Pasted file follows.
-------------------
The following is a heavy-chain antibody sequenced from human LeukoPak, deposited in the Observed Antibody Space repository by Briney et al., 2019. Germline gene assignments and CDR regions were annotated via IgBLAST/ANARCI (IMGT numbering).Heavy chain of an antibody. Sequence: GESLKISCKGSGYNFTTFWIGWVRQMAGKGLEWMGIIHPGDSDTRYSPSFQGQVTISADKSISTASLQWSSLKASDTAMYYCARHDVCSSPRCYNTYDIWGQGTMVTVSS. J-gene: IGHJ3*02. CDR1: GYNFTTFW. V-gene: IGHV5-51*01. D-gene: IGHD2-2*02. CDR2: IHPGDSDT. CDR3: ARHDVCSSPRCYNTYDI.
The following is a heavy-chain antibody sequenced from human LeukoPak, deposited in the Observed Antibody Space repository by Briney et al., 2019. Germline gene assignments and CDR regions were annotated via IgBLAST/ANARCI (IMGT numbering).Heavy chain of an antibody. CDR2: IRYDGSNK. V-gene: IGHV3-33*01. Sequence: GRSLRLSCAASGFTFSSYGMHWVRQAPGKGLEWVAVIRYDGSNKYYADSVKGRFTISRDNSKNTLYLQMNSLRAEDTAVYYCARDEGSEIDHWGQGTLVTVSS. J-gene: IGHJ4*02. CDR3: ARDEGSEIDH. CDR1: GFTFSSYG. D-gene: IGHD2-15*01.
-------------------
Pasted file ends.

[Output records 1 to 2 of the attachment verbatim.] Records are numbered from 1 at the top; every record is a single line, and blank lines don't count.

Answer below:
The following is a heavy-chain antibody sequenced from human LeukoPak, deposited in the Observed Antibody Space repository by Briney et al., 2019. Germline gene assignments and CDR regions were annotated via IgBLAST/ANARCI (IMGT numbering).Heavy chain of an antibody. Sequence: GESLKISCKGSGYNFTTFWIGWVRQMAGKGLEWMGIIHPGDSDTRYSPSFQGQVTISADKSISTASLQWSSLKASDTAMYYCARHDVCSSPRCYNTYDIWGQGTMVTVSS. J-gene: IGHJ3*02. CDR1: GYNFTTFW. V-gene: IGHV5-51*01. D-gene: IGHD2-2*02. CDR2: IHPGDSDT. CDR3: ARHDVCSSPRCYNTYDI.
The following is a heavy-chain antibody sequenced from human LeukoPak, deposited in the Observed Antibody Space repository by Briney et al., 2019. Germline gene assignments and CDR regions were annotated via IgBLAST/ANARCI (IMGT numbering).Heavy chain of an antibody. CDR2: IRYDGSNK. V-gene: IGHV3-33*01. Sequence: GRSLRLSCAASGFTFSSYGMHWVRQAPGKGLEWVAVIRYDGSNKYYADSVKGRFTISRDNSKNTLYLQMNSLRAEDTAVYYCARDEGSEIDHWGQGTLVTVSS. J-gene: IGHJ4*02. CDR3: ARDEGSEIDH. CDR1: GFTFSSYG. D-gene: IGHD2-15*01.